The third initiative has to do with improving access to the civil justice system for lower-income Americans. I have appointed the ABA Task Force on Access to Justice to address the issue. In 1987, after I finished my term as president of the Massachusetts Bar, I chaired a study on the legal needs of the poor in Massachusetts. We found that 70-80% of the legal needs of the poor go unaddressed year after year. Those findings, similar ones from other states, and studies undertaken in the early 1990's by the ABA, helped in the effort to persuade Congress to increase funding for the Legal Services Corporation, and, at least for a few years, additional funds were forthcoming. Notwithstanding our profession's strong commitment to pro bono services, however, the United States today ranks near the bottom among developed countries in funding for legal services for the poor. The ABA Task Force on Access to Justice is headed by Associate Justice Howard H. Dana, Jr., of the Maine Supreme Judicial Court, who twice served (by appointment of two U.S. Presidents) on the governing board of the Legal Services Corporation. The Task Force has two goals: to promote the establishment of commissions on access to justice in all 50 states; and to make recommendations to the ABA on an idea whose time has come: a defined legal right to counsel for indigents in civil cases dealing with serious family, housing and health issues, similar to the constitutional right that the U.S. Supreme Court set forth in the 1962 case Gideon v. Wainwright for indigents facing imprisonment on the criminal side.
Those are my three primary initiatives. I will also carry forward the work of ABA President Robert Grey's Task Force on the Attorney-Client Privilege, which is continuing its work this year.
Editor: One of the themes of our publication concerns the progress of the rule of law, particularly in places that have not known it in the past. Would you tell us about the role that the ABA plays in this area?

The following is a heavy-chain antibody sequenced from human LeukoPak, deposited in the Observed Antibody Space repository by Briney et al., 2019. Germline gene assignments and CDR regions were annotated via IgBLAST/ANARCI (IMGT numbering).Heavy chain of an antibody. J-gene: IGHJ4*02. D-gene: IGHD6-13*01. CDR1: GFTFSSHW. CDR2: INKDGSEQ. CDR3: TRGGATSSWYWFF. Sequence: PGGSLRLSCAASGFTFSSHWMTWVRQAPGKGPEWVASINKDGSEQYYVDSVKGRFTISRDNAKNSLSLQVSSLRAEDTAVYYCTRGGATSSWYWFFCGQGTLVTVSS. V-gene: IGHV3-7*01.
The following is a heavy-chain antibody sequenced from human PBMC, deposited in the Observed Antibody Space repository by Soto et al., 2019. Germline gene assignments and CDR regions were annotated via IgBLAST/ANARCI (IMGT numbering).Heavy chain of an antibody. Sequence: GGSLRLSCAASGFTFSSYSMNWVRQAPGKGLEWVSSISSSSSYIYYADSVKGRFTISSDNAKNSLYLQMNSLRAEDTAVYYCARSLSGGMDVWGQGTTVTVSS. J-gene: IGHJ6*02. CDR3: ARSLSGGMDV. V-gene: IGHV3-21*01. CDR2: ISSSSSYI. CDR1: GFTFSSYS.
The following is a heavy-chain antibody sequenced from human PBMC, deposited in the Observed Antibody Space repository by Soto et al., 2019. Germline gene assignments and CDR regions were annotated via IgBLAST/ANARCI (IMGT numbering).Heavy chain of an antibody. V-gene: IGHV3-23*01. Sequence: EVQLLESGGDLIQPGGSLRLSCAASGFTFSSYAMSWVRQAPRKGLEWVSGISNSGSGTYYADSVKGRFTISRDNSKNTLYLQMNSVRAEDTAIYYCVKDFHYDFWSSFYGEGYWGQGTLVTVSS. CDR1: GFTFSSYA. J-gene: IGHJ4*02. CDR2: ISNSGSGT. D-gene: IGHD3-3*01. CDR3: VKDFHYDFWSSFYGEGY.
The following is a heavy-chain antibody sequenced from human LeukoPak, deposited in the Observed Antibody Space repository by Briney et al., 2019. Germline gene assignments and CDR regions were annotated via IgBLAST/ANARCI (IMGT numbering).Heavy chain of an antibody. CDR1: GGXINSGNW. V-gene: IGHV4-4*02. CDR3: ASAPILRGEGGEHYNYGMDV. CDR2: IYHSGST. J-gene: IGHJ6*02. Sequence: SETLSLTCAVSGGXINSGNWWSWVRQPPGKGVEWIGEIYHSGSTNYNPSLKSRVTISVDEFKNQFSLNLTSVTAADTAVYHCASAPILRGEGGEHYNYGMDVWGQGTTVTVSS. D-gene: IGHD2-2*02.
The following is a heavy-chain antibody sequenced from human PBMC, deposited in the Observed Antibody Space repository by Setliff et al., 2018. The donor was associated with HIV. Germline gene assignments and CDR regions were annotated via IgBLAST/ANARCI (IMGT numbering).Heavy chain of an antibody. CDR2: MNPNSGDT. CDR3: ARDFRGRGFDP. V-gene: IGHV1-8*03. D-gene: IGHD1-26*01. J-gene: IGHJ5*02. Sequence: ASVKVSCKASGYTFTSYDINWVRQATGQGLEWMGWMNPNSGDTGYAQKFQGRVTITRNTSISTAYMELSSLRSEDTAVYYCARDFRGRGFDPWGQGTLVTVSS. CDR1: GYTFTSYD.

Greco: The ABA has four rule of law initiatives. The first, the Central European and Eurasian Law Initiative, or CEELI, was set up after the fall of the Soviet Union and consists of teams of judges, lawyers and law students who help, for example, the Balkan countries develop legal systems that are free of corruption. Over the past seven years the ABA has established similar rule of law projects in Asia, Latin America and Africa. The ultimate goal for all of these initiatives is to enable countries with weak or even non-functioning economies to begin to attract foreign investment through the implementation of the rule of law and stable judicial systems. Even the most attractive investment opportunity is going to be ignored by investors if a fair and impartial judicial system is lacking and there is no guarantee that the investment is going to be protected from predatory interests.
This past February I visited the Republic of Georgia to meet, among others, the newly installed Chief Justice of the Georgia Supreme Court. He is a young man - 32 years of age - charged with addressing the judicial corruption that is a holdover from Soviet times. At the time we met he had been in office for three days. He told me that he had deferred a number of meetings with heads of state so that his first official meeting would be with the incoming ABA President, in gratitude for all that the ABA, and American lawyers and judges, have done in his country to help build a free and stable legal system. His compliment, which I accepted on behalf of all American lawyers and judges, and similar ones in other developing countries that I have visited, indicate that the ABA's rule of law efforts are making an important difference in these countries.
Let me add that the civic education survey I mentioned a moment ago suggests, regrettably, that the rule of law is being taken for granted in our own country. The ABA Commission on Civic Education and the Separation of Powers is working to ensure that our country continues to be governed by that principle.
Editor: Is it possible to win the war on terrorism without subverting the rule of law?
Greco: It must be possible for us to win the war on terrorism without subverting the rule of law. The ABA is on record in its support of the Administration's efforts to secure our nation, and also on record about the need to secure our civil liberties and freedoms. The ABA believes that to keep someone in prison for years on end, without being charged, without access to counsel and without independent judicial review of the incarceration, violates the fundamental due process and fairness tenets of our democracy. The U.S. Supreme Court agreed with this position in its rulings in June 2004. If we do not fiercely safeguard the principles that have guided us for so many years, then, in violating the rights to which these detainees are entitled, we run the risk of surrendering those rights for all of us. The rule of law protects everyone, or no one.